With the advent of the pandemic situation in the world, the world is going digital at a faster rate than it was due to the effects of globalization. Work from home, online classes, and video calls are quickly taking over traditional methods of dealing with things that usually required physical presence. The architectural community is no exception – with site work getting restricted, deadlines being shifted and online juries in colleges are taking place to ensure some semblance of normality. However, digital portfolios are not a new or a recently developed phenomenon.

Is digital Portfolio the new normal?
Developing a digital portfolio ©www.google.com

Portfolios for any art or architecture student are essentially an assessment of what that student worked upon for the duration of his professional career. The first of those is a college-level portfolio, designed and completed for admission into the college of their choice, or higher education and job opportunities. Unlike other fields where a CV or a record of marks is enough for understanding a student’s potential, followed by an interview; for an architecture student, a portfolio is needed for more than one reason.

For a creative design-related field, marks or previous job experiences are not enough for judgment of an individual’s expertise – it is in a way a look into the design methodologies and priorities of that person. Architects usually have diverse mindsets and different ways of tackling a similar problem – bringing about an infinite amount of solutions for a situation. A portfolio in such a case is much more helpful for understanding the individual’s strengths and focuses.

Another way a portfolio can help is by acting as a tool for understanding the progress of the architect. Everyone has a starting point and there are certain steps in the way before the person reaches and manages to become what they are in the present. The portfolio is a select collection of their best works, but also works that acted as their turning points – or events that had a marked change in the life and thought of the person. A singular project is never good enough for someone to judge such parameters.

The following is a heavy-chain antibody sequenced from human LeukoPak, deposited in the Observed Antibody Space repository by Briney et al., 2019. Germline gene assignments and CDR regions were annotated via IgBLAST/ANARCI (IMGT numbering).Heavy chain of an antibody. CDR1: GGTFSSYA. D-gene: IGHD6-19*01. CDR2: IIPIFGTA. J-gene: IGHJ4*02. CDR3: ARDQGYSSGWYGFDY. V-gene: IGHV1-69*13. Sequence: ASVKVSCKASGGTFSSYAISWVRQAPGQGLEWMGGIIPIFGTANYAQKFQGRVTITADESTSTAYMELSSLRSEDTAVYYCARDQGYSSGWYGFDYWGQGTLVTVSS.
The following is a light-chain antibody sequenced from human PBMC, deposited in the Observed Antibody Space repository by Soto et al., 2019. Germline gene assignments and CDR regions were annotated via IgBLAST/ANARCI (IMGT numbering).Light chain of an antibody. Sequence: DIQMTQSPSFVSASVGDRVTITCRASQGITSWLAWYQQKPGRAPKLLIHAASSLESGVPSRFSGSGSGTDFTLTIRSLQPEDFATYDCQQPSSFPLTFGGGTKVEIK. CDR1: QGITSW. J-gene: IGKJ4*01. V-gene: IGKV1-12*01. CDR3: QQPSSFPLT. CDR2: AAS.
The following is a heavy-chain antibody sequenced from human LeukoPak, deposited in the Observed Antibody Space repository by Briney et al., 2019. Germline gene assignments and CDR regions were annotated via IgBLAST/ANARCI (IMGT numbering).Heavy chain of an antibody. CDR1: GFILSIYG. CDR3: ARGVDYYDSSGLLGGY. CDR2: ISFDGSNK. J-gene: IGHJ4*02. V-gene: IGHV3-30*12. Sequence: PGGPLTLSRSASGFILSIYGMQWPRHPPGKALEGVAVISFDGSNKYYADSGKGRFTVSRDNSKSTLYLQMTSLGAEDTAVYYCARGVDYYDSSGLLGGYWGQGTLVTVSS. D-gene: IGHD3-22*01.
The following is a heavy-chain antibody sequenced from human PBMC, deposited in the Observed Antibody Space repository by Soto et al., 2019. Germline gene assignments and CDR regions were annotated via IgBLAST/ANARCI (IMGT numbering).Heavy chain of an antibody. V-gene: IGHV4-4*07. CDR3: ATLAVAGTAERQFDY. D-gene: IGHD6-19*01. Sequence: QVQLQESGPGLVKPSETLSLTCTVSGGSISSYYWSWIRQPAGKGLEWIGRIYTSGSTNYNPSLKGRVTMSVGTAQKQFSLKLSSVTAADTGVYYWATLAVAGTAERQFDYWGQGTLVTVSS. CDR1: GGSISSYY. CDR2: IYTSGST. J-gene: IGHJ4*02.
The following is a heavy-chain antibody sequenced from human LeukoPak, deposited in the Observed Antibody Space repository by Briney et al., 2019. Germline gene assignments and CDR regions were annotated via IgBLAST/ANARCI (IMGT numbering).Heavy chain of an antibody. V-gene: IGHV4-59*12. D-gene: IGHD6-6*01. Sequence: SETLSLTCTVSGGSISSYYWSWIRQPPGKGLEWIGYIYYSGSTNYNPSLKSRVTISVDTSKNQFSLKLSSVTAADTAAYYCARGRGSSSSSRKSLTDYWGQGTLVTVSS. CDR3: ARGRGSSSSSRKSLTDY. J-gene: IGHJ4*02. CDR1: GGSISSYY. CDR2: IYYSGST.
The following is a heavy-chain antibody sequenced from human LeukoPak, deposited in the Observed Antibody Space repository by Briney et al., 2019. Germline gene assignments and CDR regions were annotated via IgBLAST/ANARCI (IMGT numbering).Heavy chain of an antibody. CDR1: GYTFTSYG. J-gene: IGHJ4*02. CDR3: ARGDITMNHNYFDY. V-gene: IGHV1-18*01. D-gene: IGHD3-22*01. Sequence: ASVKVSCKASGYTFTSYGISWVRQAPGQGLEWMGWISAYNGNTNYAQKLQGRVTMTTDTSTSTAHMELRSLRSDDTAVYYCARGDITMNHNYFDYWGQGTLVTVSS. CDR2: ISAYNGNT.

Traditionally, portfolios are submitted in print media – these are hand-selected works that are chosen and placed on sheets that are bound together and sent to the reviewer or a company, where they try to understand whether you are the person they need. The level of detail that goes into a print portfolio is immense, for that copy can hide certain aspects but allows a possibility of reading between the lines. In contrast, digital portfolios are exactly as they sound, while they can be sent across to any place in the world without any delays and fees. The thing about digital portfolios that they can be zoomed in for details, as inconvenient as that can be.

It is very imperative to understand that a print and a digital portfolio has a different type of effect and cannot be designed the same way – a portfolio designed for digital media printed to act as a physical copy will not make the desired effect. As with every other print media that has now shifted to a digital platform, a digital portfolio cannot have the visual impact and sensitivity of a print one; it seems like a presentation more than an actual painstakingly designed portfolio at times even if it is. The two types of aesthetics are quite different and digital portfolios should be specifically designed. But it is not all bad news – digital portfolios are the future! As with everything in the world, the IT revolution is happening globally and at some point in time, people will have to adapt it. With it come the technological advancements that are associated with digital media – the portfolios as we know it may not exist for too long anymore.

Digital portfolios, other than being a medium that can carry more data than a hefty print portfolio, can be interactive. With new software lining up the market related to videography, GIFs, Virtual and Augmented Reality, the kinds of things that are seen in movies might not be too far away. Digital portfolios can pack in a lot of brilliant skills that could be visible in the very way it is presented, and these can be presented anywhere without much hassle. It is also much easier to create better looking, better-focused portfolios when applying for different companies that have varied requirements for their interns and employees.

Print media is slowly going online anyway, why should portfolios not be digital?


Ruchika is an aspiring architect and an enthusiastic writer. She likes exploring design principles and methodologies and is open to new possibilities and alternatives in the field of Architecture.

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